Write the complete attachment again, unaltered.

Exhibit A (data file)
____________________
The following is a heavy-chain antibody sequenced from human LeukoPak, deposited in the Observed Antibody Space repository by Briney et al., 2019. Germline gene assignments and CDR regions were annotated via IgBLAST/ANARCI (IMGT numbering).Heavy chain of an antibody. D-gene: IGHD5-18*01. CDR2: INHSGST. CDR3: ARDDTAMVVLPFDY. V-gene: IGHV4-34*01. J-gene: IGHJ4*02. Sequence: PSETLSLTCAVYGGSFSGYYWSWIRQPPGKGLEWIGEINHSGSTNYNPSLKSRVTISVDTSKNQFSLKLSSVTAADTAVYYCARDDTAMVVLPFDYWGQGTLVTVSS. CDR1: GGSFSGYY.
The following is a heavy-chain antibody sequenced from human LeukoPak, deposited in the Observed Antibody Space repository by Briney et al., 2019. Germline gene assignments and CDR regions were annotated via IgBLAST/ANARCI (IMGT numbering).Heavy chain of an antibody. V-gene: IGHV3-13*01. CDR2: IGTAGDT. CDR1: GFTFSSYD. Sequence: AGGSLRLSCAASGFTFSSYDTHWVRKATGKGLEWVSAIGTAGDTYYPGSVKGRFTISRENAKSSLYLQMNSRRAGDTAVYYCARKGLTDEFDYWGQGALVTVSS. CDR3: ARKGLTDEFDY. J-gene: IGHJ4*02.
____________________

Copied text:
The following is a heavy-chain antibody sequenced from human LeukoPak, deposited in the Observed Antibody Space repository by Briney et al., 2019. Germline gene assignments and CDR regions were annotated via IgBLAST/ANARCI (IMGT numbering).Heavy chain of an antibody. D-gene: IGHD5-18*01. CDR2: INHSGST. CDR3: ARDDTAMVVLPFDY. V-gene: IGHV4-34*01. J-gene: IGHJ4*02. Sequence: PSETLSLTCAVYGGSFSGYYWSWIRQPPGKGLEWIGEINHSGSTNYNPSLKSRVTISVDTSKNQFSLKLSSVTAADTAVYYCARDDTAMVVLPFDYWGQGTLVTVSS. CDR1: GGSFSGYY.
The following is a heavy-chain antibody sequenced from human LeukoPak, deposited in the Observed Antibody Space repository by Briney et al., 2019. Germline gene assignments and CDR regions were annotated via IgBLAST/ANARCI (IMGT numbering).Heavy chain of an antibody. V-gene: IGHV3-13*01. CDR2: IGTAGDT. CDR1: GFTFSSYD. Sequence: AGGSLRLSCAASGFTFSSYDTHWVRKATGKGLEWVSAIGTAGDTYYPGSVKGRFTISRENAKSSLYLQMNSRRAGDTAVYYCARKGLTDEFDYWGQGALVTVSS. CDR3: ARKGLTDEFDY. J-gene: IGHJ4*02.